I realize in the community of salsa makers, no one wants to share their recipes. Everyone acts like they are going to get their prize winning salsa patented, bottled, and it’s going to be the next big thing to sweep the shelves at every supermarket across the land. Is it me, or has the universe gone salsa crazy? The mere mention of salsa brings out a competitive streak in most people I know. They’ll say they have an aunt or a godmother who makes the best salsa and no one can compete or compare. Perhaps that is so. Then, you have the salsa aficionados who want to know if you use a blender or a molcajete and tejolote (mortar and pestle). God forbid you mention the wrong method; they will snub their noses at you and look the other way. I’ve seen it happen. I learned to make my salsa the old fashioned way… trial and error. It took some time and a few bad batches, but I finally got my salsa science down… I can now make it with my eyes closed and it’s exactly the way I like it. I want to be the first one in the salsa community to step forward and share my recipe. And guess what? I didn’t have to think twice about it. : )
Ingredients for Salsa
½ – tablespoon vegtable oil
1 – large onion (cut into 4 pieces)
5 – garlic cloves
¼ – cut salt plus 5 teaspoons
9 – Roma tomatoes
4 – chile de arbol
6 – serrano chile
9 – jalapeno chile
8 – yellow chile
11 – stalks green onion (white part only, chopped)
½ – cup cilantro (remove stems, tear leaves into little pieces)
2- teaspoon black pepper
4 ½ – cups water chile was boiled in
Pour vegetable oil into a small frying pan, over medium flame, add brown onion and garlic cloves, allow to brown on all sides. Take out of pan and set in a bowl for later use.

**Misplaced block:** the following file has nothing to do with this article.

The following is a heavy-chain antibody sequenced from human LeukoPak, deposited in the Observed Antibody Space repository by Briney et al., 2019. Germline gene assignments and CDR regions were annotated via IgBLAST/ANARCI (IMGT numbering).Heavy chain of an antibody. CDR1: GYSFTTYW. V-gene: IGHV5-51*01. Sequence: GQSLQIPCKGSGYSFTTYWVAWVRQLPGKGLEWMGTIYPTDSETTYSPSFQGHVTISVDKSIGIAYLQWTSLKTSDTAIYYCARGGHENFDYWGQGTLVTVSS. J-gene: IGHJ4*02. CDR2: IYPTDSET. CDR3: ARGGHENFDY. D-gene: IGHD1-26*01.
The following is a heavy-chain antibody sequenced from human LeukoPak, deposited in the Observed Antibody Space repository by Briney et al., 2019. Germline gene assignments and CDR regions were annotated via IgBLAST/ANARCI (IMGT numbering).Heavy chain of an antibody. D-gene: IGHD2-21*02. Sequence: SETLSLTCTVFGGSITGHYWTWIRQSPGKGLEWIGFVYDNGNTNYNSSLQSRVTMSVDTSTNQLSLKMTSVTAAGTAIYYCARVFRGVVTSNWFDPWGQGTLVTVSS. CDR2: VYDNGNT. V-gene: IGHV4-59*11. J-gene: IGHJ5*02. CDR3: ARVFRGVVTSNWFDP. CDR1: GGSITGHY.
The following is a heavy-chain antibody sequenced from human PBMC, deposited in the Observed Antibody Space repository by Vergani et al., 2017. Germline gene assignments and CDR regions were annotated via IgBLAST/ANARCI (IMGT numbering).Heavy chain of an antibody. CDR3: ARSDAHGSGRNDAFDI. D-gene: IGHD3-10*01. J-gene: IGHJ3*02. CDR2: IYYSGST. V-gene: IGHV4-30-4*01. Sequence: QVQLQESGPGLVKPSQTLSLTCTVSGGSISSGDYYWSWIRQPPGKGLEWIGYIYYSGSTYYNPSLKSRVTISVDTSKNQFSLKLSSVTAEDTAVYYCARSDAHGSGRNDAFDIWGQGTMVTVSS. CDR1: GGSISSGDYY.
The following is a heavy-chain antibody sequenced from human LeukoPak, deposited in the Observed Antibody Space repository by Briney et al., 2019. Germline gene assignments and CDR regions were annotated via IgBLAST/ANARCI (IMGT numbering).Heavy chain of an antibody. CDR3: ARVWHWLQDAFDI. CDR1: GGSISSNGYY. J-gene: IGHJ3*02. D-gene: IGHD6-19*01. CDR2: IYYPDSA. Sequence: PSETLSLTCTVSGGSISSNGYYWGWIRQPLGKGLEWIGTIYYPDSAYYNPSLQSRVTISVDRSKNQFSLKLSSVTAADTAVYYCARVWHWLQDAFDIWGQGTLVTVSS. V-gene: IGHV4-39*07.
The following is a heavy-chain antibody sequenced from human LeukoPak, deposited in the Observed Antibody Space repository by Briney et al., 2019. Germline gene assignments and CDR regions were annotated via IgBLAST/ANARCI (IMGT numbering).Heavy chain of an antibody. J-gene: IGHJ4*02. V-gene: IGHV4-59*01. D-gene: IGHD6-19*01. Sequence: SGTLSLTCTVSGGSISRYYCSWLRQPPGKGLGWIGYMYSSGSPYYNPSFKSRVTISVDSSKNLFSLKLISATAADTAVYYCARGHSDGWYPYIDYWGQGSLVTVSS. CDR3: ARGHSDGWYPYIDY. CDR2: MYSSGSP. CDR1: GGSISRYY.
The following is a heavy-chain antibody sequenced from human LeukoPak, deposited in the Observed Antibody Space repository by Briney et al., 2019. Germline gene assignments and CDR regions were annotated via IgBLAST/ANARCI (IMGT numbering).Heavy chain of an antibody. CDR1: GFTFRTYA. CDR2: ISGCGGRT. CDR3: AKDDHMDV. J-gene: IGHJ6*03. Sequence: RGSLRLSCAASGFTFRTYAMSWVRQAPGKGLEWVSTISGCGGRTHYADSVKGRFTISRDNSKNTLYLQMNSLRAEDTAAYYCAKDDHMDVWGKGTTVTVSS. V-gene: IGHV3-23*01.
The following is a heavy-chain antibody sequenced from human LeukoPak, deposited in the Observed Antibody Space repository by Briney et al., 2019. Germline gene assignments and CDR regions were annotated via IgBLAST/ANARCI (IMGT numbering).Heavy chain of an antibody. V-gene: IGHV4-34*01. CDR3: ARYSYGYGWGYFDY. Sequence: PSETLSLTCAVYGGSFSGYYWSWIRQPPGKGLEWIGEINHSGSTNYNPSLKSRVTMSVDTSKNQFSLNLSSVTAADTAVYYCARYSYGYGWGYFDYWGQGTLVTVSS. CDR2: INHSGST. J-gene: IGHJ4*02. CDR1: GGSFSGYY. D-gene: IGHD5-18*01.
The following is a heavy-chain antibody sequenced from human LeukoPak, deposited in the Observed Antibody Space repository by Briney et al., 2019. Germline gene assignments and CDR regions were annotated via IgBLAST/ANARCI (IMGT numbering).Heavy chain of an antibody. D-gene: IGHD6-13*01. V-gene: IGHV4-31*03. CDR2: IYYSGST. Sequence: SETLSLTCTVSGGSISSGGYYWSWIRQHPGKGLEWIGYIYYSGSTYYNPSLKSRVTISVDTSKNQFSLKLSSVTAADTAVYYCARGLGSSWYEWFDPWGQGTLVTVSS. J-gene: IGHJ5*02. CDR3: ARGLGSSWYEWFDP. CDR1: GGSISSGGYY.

In two large lidded pots (between 8 and 9 quarts) fill halfway with water. Set both pots over a medium flame and add 1/8 cup of salt to each water pot. Cover with lid and bring to a boil. In one of the pots, add tomatoes and chile de arbol, cover with lid and let boil for 20 minutes.
In the other pot, add serrano chile, jalapeno chile, and yellow chile, cover with lid and let boil for 35 minutes.
While waiting for your chiles to boil, take this opportunity to chop the green onion and tear the cilantro.
In a blender (you’ll need to work in two separate batches, blending until all ingredients are blended) add boiled tomatoes, chile de arbol (remove stems), fried brown onion, fried garlic cloves, 1 teaspoon black pepper, 2 teaspoon salt, and 2 1/2 cups of water chiles were boiled in.
Blend for 30 seconds. Once blended pour tomato onion blend into a big bowl. Next mix in cilantro and green onion.
Now for the next round of blending. In a blender (you’ll need to work in two separate batches again, blending until all ingredients are blended) add serrano chiles (remove stems), jalapeno chiles (remove stems), yellow chiles (remove stems), 2 cups of water that chiles boiled in, 3 teaspoons salt, and 1 teaspoon black pepper. Blend for 30 seconds.
Now add chile blend to big bowl of tomato onion blend and mix well.
There you have it…salsa for the ages!
Salsa Tip: I usually divide salsa into jars and give away to friends or store in refrigerator for up to a week.